Cannes 2014: 'Snow in Paradise' review

Showing in the Un Certain Regard sidebar at Cannes, film editor Andrew Hulme's directorial debut, Snow in Paradise (2014), is a brave attempt to inject new life into the tired genre of the London gangland thriller. However, the original twists and a certain visual flair struggle to overcome a sense of familiarity and implausibility about the whole affair. A young man, Dave (Frederick Schmidt), is an entry level gangster with a peculiarly random hatred of hipsters and the gentrification of his manor. He shouts at them through the glass of their coffee shops, telling his friend Tariq (Aymen Hamdouchi) that those people are "not really living - not like us". So what's this? Crime as the route to authenticity?

Dave's psychopathic Uncle Jimmy (Martin Askew, who co-wrote the story based on his own life), a big shot in the firm, offers Dave a leg up into the world: a drug delivery which will see him finally start to make some money and climb the ladder. Dave takes along Tariq to back him up, without telling Tariq the nature of the deal. It's the first of many head-scratchingly stupid decisions that Dave makes which strain at credibility and rob him of all the sympathy that Schmidt's charismatic performance earns. Dave is also a crack smoker and has a relationship with a prostitute, who has what you might call 'a heart of gold'. But no decision is as dimwitted as that of trying to filch some of the merchandise from his Jimmy's drug handover. As such, both Dave and Tariq will have to pay the consequences for their blunder.

Visually, Hulme's debut aspires to stylishness. Images are reflected and refracted and sequences are cut to music have a dazzling, giddy, and occasionally zonked out effect and distinguish it from the more televisual entries in the genre. The latter part of Snow in Paradise sees Dave increasingly desperate. Caught in the middle of some kind of pitched war, he and the far more conventionally avuncular Mickey (David Spinx) seek solace in his friend Tariq's mosque. Thus, Dave's growing interest in Islam is the one aspect of the film that's genuinely original. And yet, the conversion narrative has to fit into the far less original gangster plot, whilst the placid pace of the one doesn't quite fit the amphetamine rush of the other, rendering them both rather implausible.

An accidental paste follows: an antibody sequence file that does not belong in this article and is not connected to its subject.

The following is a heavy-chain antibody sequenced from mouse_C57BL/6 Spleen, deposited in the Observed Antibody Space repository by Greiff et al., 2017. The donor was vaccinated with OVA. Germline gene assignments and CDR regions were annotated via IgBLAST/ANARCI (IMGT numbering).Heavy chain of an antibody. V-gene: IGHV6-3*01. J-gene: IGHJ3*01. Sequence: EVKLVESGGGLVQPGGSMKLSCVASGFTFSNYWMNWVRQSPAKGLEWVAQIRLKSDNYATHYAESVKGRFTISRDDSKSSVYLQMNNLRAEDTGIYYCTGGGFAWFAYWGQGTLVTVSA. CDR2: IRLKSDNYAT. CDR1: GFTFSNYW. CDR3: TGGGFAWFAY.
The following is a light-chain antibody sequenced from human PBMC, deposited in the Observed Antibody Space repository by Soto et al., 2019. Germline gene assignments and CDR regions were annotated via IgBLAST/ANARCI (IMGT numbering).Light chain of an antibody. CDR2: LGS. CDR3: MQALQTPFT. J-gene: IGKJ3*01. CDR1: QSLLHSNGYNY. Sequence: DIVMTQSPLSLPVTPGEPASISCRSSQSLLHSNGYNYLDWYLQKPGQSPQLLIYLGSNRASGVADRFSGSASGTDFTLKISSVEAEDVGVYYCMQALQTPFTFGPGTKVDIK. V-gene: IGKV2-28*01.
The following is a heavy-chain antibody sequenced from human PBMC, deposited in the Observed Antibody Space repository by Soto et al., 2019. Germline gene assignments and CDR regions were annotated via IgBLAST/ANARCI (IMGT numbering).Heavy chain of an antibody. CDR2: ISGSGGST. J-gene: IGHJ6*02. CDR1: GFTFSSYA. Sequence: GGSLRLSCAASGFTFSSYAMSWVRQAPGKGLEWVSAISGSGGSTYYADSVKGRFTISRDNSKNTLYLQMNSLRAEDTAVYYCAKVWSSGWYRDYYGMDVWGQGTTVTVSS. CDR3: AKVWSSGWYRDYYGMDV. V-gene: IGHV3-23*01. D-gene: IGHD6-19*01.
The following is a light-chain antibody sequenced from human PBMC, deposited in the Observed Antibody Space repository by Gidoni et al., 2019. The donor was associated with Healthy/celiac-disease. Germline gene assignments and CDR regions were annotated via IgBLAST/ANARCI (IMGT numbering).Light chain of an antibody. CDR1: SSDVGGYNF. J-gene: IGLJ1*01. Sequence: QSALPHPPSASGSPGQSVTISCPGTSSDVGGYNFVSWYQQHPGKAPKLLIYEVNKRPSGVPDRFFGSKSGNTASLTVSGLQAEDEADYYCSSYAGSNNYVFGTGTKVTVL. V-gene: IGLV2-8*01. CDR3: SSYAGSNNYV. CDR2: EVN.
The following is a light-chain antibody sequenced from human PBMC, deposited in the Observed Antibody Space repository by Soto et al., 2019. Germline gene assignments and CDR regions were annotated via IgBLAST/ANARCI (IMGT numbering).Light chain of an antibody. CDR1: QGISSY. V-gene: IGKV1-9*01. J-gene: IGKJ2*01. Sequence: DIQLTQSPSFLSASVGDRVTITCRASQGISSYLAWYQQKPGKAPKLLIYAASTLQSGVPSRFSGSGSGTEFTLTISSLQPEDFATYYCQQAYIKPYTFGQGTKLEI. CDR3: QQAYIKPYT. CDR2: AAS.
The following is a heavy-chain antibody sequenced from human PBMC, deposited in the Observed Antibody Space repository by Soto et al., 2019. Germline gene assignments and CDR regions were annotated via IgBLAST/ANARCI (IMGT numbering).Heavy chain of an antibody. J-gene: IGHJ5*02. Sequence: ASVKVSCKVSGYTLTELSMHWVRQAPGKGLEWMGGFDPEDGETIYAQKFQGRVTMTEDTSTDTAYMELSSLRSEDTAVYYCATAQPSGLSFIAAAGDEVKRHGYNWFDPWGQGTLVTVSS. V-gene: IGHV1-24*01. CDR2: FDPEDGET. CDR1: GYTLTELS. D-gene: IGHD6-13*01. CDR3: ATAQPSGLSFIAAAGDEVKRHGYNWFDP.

Hulme's gangster story is far too contrived and mentions of the devil are laughably out of place. As dapper as Dave looks in a suit, he's so utterly inept at a life in crime that it beggars belief (almost as if he only chose it for the clothes). Jimmy tells him he has to know the rules, but it's like Dave has never seen a crime film, even though it's obvious the filmmakers have seen too many. Snow in Paradise shows glimpses of promise for Hulme's new career path, as well as showcasing the talents of Schmidt, its leading man. However, despite these fleeting moments, the film stumbles around some banal clichés and ultimately spins off into something far less consequential than it could have been.

The 67th Cannes Film Festival takes place from 14-25 May 2014. For more Cannes coverage, simply follow this link.

John Bleasdale


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